A jack ball (or luck ball) is a collection of magical items, rolled in wax and wrapped in string. Often, enough string is left for them to be hung. Jack balls originated as Kongo charms, in which talismans were bound with a specific number of knots.

Jack balls are designed to bring luck in love or money. Some are used for divination. They can be hung like a pendulum to determine “yes” or “no” answers. Some spin them rapidly to create a hypnotic effect. Like mojo bags, jack balls must be fed regularly to maintain their effect.

The contents of the ball are directly related to what you hope to achieve with it. For example, the more personal the items at the core are, the more influence and predictive ability the ball will have. Like most talismans, jack balls can be used for good or evil.

1 Holy Bible


The Holy Bible is the most powerful book in hoodoo. Most practitioners are Christian, and hoodoo traditions coalesced in the Christian South. Originally, the Bible was seen as the means by which whites enslaved blacks. Africans recognized its power and decided to turn the tables, using the Bible’s power against their captors.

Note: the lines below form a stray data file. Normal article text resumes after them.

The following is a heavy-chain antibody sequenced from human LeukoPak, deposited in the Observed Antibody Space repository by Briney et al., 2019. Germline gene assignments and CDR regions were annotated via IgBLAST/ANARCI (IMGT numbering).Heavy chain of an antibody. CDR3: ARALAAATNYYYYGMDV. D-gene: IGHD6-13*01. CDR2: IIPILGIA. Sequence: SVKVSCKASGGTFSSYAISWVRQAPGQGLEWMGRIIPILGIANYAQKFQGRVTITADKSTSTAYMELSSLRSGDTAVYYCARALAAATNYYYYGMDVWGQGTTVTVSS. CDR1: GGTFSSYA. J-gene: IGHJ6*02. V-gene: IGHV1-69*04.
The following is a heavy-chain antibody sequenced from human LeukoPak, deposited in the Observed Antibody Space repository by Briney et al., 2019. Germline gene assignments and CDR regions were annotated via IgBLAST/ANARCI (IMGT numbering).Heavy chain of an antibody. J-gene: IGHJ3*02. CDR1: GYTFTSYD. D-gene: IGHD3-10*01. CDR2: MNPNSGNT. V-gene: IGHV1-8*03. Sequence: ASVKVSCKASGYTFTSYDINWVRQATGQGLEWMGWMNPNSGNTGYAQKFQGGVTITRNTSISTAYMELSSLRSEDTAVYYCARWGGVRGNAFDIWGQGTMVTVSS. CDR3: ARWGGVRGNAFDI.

The Bible isn’t just a source of prayers; the book itself is a talisman. Bibles are often left open to important verses and positioned in a specific geographic orientation. The Psalms are far and away the most popular part of the Bible in hoodoo. These ancient songs attributed to King David can be used for everything from attracting fortune to vanquishing enemies.

Hoodoo is not alone in the belief that the Bible is magic. Several Protestant sects also believe in the power of verse to cure both spiritual and physical ailments.

Abraham Rinquist is the executive director of the Winooski, Vermont, branch of the Helen Hartness Flanders Folklore Society. He is the coauthor of Codex Exotica and Song-Catcher: The Adventures of Blackwater Jukebox.